How mindfulness informs coaching

If ever there was a helping profession that required practitioners to be mindful, it would be coaching. People opting for coaching need a coach who remains aware, observant, fully present and open to whatever emerges within the coaching conversation. More than that, they need their coach to be non-judgemental, accepting of what is uncovered, and might even expect to experience a suitable degree of kindness. The overlap between the principles of mindfulness and coaching is numerous and startling, so why is the complementary nature of such a natural union not more celebrated? 


People have been meditating for over 4000 years, a full fourteen centuries before Siddhartha Gautama was born, achieved enlightenment under the Bodhi tree and became the Buddha. So, we have to wonder what benefits of such mindful practice were sought and gained by practitioners – both outside and within the teachings of Buddhism - for tens of thousands of generations from India to Japan. There must be something truly valuable in such longevity, and perhaps something that the world could use a little more of today.

This article looks to explore how mindfulness can inform coaching for the benefit of both the coachee and the coach. Of course, it would be easy to instruct everyone to find between 15 minutes and an hour every day to engage in meditation, exploring the realms of their own consciousness with curiosity and openness. Indeed, for most people, the effect would be beneficial and transformative.

Positive outcomes of meditation are documented to include reduced anxiety, depression and stress; better resilience to pain, improved memory, greater awareness, improved health, improved sleep, better control of cravings and addictions and even decreased blood pressure. But an instruction to meditate, while probably being an excellent idea, is simply not coaching. Coaching is never about instruction.

So how can mindfulness inform coaching?

Mindfulness-informed coaching is coaching from a spirit of mindfulness in the coach. This means approaching the conversation from a calm, open, non-judgmental and accepting perspective. Thich Nhat Hanh, a peace activist and spiritual leader spoke often about the generative power of speaking with compassion, or loving-kindness, which much like Carl Roger’s unconditional positive regard, recognises the nobility of the essential inner nature of all beings. The belief that the coachee holds the key to his/her own growth is an unchallengeable concept in coaching.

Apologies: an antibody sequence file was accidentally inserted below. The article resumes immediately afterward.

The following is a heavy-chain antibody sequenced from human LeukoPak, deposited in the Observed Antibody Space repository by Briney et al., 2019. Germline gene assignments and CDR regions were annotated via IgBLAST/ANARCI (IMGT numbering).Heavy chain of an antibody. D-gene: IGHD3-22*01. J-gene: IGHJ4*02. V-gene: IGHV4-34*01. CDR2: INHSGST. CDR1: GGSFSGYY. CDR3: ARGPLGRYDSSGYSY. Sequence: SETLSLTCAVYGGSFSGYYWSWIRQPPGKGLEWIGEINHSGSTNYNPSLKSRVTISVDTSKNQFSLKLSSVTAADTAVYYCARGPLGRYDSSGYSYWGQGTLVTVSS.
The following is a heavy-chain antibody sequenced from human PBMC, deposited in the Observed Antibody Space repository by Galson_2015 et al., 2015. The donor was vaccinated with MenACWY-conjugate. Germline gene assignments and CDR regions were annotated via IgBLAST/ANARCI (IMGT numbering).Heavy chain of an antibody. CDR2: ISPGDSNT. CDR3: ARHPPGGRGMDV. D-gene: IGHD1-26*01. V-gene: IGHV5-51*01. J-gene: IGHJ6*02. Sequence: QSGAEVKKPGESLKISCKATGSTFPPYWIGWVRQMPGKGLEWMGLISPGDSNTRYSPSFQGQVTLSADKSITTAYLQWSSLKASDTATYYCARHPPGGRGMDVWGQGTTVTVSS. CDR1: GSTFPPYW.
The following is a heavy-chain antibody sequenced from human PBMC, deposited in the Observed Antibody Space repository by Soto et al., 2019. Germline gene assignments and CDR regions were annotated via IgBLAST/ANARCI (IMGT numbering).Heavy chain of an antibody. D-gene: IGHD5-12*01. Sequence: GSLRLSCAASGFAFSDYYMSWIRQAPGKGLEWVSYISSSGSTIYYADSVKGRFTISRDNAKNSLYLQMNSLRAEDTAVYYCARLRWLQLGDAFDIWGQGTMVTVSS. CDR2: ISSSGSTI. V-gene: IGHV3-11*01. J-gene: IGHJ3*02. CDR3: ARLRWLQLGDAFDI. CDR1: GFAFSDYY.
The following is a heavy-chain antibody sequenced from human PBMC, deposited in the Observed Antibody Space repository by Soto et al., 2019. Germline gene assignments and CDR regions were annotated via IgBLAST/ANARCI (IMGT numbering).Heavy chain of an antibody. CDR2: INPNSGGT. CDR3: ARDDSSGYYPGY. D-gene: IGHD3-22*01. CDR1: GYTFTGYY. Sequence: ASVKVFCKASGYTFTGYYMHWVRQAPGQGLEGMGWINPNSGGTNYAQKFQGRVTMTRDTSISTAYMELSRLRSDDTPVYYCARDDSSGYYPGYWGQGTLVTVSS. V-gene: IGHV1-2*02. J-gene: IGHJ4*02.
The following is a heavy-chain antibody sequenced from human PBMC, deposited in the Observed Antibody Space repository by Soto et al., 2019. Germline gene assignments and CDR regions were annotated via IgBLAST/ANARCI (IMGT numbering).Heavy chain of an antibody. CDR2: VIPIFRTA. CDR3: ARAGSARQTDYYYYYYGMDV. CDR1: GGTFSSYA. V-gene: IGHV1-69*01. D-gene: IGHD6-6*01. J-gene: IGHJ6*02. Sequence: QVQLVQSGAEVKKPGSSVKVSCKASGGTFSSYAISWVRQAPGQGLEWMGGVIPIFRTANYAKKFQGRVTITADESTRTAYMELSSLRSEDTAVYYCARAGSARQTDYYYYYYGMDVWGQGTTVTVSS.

Another essential ingredient of effective coaching is the importance of presence – the coach being fully present for the coachee in the coaching alliance – attentive, observing and undistracted. In mindfulness-informed coaching, there is another meaning of presence as written extensively by Eckhart Tolle, in which the coach operates fully in the present moment.

Mindfulness teaches that there is only ever the present moment (this moment, only moment – Dzogchen Buddhism proverb), and all thoughts of the past and future are surrendered. For the mindful coach, this means experiencing all that is available in the moment with undisturbed clarity – the expressions, gestures, emotions, postures, energy and words of their coachee, as well as the assumptions, metaphors, repetitions, contradictions, hesitations and more of the words spoken. The mindful coach, endowed with a powerful sense of clear awareness, generates a degree of presence deeper and more transformative than could be achieved otherwise.

Through this mindful presence, the coachee is fully ‘met’ by the coach, and the power of his/her presence induces a mirrored state of mindfulness. As a result, the coachee is often surprised to see fresh options, insights and understandings about their world with new clarity. Mindful calmness is contagious.